Professor of Geology Billy Morris’s fossil collection includes 50-million-year-old fish

Billy Morris uses a tool to scrape away rock and expose the fossil underneath. The fossil Morris is preparing above was so well preserved that the fossil still has skin on it. Photo by Catie Sullivan

Billy Morris uses a tool to scrape away rock and expose the fossil underneath. The fossil Morris is preparing above was so well preserved that the fossil still has skin on it. Photo by Catie Sullivan

Billy Morris, professor of geology on the Floyd campus, provides his students with the ability to look at fossils he has collected as well as watch the process of fossil preparation.

Morris is from Rome, Georgia and has been on GHC’s Floyd campus since 1994.

According to Morris, his love for fossils and geology started from an early age as he began to find fossils and rocks that interested him while on adventures with his family throughout the state.

Morris has fossils of all sorts in his geology lab. His favorite fossil is a two foot long Phareodus Encaustus, which is a 50-million-year-old prehistoric fish that is similar to a piranha. Morris found this fossil while on the annual GHC Wyoming trip in southwest Wyoming at a quarry known for having an abundance of fossils.

Morris has been working on this specific fossil for five years, working to extract the fossil that is encased in the hard rock. This fossil is also so well preserved in the fine grain mud turned to rock that there is still skin on the fish, which makes this fossil very delicate.

Morris said, “The coolest thing about cracking rocks open and seeing a fish like that is that you are the only living thing that has seen this fish in 50 million years.”

Fossil preparation involves removing the matrix, which is the rock the fossil is incased in to reveal the contents. Tools such as picks, chisels, air abrasive tools and air impact tools are used in the preparation of fossils by Morris.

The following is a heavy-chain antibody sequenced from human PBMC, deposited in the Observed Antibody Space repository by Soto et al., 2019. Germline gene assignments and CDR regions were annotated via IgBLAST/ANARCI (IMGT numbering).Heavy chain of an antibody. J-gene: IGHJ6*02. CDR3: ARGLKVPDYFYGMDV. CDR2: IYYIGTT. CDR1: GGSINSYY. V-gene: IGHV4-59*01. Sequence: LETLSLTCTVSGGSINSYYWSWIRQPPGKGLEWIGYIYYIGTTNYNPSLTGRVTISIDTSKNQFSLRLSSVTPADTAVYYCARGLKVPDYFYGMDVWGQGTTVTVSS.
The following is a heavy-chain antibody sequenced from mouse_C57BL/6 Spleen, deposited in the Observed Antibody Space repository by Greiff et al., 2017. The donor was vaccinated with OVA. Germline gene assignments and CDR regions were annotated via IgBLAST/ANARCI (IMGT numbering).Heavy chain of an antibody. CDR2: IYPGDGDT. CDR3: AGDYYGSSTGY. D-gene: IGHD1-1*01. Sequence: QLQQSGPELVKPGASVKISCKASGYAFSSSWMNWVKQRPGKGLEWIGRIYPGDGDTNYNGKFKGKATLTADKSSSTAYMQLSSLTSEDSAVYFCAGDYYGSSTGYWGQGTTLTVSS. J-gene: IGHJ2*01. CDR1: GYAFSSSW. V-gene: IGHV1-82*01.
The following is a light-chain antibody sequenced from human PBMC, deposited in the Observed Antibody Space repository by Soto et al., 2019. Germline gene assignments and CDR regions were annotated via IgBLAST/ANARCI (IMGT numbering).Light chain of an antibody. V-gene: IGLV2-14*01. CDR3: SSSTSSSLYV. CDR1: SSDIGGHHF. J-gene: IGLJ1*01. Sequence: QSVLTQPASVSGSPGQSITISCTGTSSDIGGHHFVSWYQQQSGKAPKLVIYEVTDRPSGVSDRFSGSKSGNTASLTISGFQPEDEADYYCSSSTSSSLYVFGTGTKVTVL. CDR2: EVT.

The fossils Morris works on are used in the classroom as well as put on display and brought to local elementary and middle schools for presentations. Some of the fossils are also donated by Morris to the elementary and middle school science classrooms.

The process of collecting fossils includes splitting large slabs of rock with chisels and hammers to reveal the fossils incased in the layers of rock.

Xinia Smith Camacho, GHC student as well as a financial services accountant at GHC, attended the Wyoming trip and said, “You learn better by looking at things and Billy Morris is so passionate he makes learning from him seem like a one on one conversation.”

Students who wish to attend the summer Geology field class in Wyoming with Morris and find fossils of their own can fill out an application on the Wyoming trip website http://highlands.edu/wyoming.

If GHC community members have questions about the Wyoming trip or wish to see Morris’s fossil collection they can do so by emailing him at bmorris@highlands.edu or by visiting his office in room W-325.

This fossil is called a Phareodus Encaustus. Photo by Catie Sullivan

This fossil is called a Phareodus Encaustus. Photo by Catie Sullivan